Comment: Re:I'm thinking there's a bigger problem... (Score 1) 119

by necro81 (#49029687) Attached to: NASA Releases Details of Titan Submarine Concept
Damn, I just knew those NASA engineers were forgetting something!

Probably they would do it in a manner similar to how they do it with conventional submarines: occasionally surfacing and transmitting normally, or else releasing a buoy with communications capabilities.

Comment: Re:Consider the denominator (Score 2) 136

by necro81 (#49020825) Attached to: DEA Hands MuckRock a $1.4 Million Estimate For Responsive Documents

Swagging it, 1.4 million implies at least 14 staff attorneys would have to work 12 months

At the least, I'd like to see a breakout of the labor estimates. It seems double to quadruple what I would expect.

You think the going rate for a staff attorney is $50/hour ($1.4mil, 14 persons, 2000 hrs/12 mo)? You haven't been around many attorneys, have you? The salary may work out to that (about $100k/yr), but with benefits and overhead, it could easily be double that. Just be lucky that an outside firm doesn't need to be involved - considering DC's rates, it could easily work out to $300/hr.

Comment: Re:Why let it crash? (Score 3, Informative) 23

by necro81 (#48930781) Attached to: The Big Bang By Balloon
Another Antarctic balloon experiment, BLAST, was designed for re-usability. On its third flight, the parachute failed to properly detach, and ended up dragging the telescope for more than 100 miles across the ice, mostly destroying it.

This doesn't mean that one shouldn't try to recover and reuse experiments, but it does present new program-level risks.

The answer as to "why don't they?" could be as prosaic as: they didn't get funding for a multi-year, multi-launch program, or couldn't squeeze the reusability and refurbishment into their program budget.

(For those interested, that third mission was the subject of a neat documentary film.)

Comment: Re:No way! (Score 1) 514

by necro81 (#48883713) Attached to: Senator Who Calls STEM Shortage a Hoax Appointed To Head Immigration
If there was any justice and sense to the English Language, "common sense" would be a curse word and shunned in polite conversation. Politicians, especially, have bastardized the use of the term for their own ends such that it hardly has any meaning aside from doublespeak.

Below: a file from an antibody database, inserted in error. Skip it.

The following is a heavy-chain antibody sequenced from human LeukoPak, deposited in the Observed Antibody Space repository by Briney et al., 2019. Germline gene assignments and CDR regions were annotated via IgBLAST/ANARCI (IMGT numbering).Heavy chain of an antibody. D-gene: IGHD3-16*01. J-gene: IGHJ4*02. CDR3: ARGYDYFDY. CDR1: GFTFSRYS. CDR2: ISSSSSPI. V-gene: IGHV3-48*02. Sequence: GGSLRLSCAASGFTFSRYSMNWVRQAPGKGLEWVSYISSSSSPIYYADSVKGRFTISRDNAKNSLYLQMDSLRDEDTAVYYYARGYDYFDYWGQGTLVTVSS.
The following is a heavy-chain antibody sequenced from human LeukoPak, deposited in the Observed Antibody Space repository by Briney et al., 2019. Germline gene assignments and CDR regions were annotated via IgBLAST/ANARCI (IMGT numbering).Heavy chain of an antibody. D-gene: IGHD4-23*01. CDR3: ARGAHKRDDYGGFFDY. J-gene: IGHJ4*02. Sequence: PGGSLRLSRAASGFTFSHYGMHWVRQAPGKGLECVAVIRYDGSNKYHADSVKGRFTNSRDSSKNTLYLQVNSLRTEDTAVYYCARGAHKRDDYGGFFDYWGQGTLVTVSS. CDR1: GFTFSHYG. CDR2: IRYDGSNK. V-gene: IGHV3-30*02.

I find this to be a fun game to play: anytime a politician starts talking about "common sense," replace it in your head with some sort of expletive. My preference is "Fucking Shite", as in

We need Fucking Shite solutions to our problems, not political speeches meant to ignite class warfare

-Rep Martha Roby, (R-AL)

This makes looking through a copy of Thomas Paine's pamphlet on the subject particularly amusing.

Comment: Re:It was the press coverage that was the disaster (Score 1) 76

by necro81 (#48883585) Attached to: The Camera That Changed the Universe

I recall reading about the mirror when it was being made, the precision with which it was polished was mind bogglingly accurate

Be careful how you use the terms "precision" and "accuracy," because they have very specific meanings to engineers and metrologists. Yes, the precision was mind-boggling. The accuracy, on the other hand, well...

Comment: Re:It was the press coverage that was the disaster (Score 1) 76

by necro81 (#48883537) Attached to: The Camera That Changed the Universe

Despite the slight change in the curvature of the main mirror, Hubble's images were pretty amazing

Amazing maybe, but far below what was promised. There isn't any way to gloss over the fact that the project managed to screw up the single most important component in the telescope. The mirror ended flawed and in orbit not because it was too technically challenging, but because of arrogance, sloppiness, and poor oversight. The taxpayers have a right - even today - to be pretty steamed about it.

Imagine if someone sold you a sportscar, promising it would handle like a dream and hit 200 mph on the straightaway. When you finally receive it and test it out, it shimmies like a banshee and can only manage 100 mph. When you call to complain about it, you find out that during construction, the technicians got drunk one night, ground the cam shaft wrong, and left out one piston. The company sold it to you anyway, not because they were trying to cover anything up, but that they simply didn't know anything was wrong, because they'd never bothered to test drive it before shipping it. Your argument is that we should still have been happy to have it because it's better than the Honda Civic we were used to driving. And, given the etymology of the word , "disaster" is a good choice.

If at first you don't succeed, you must be a programmer.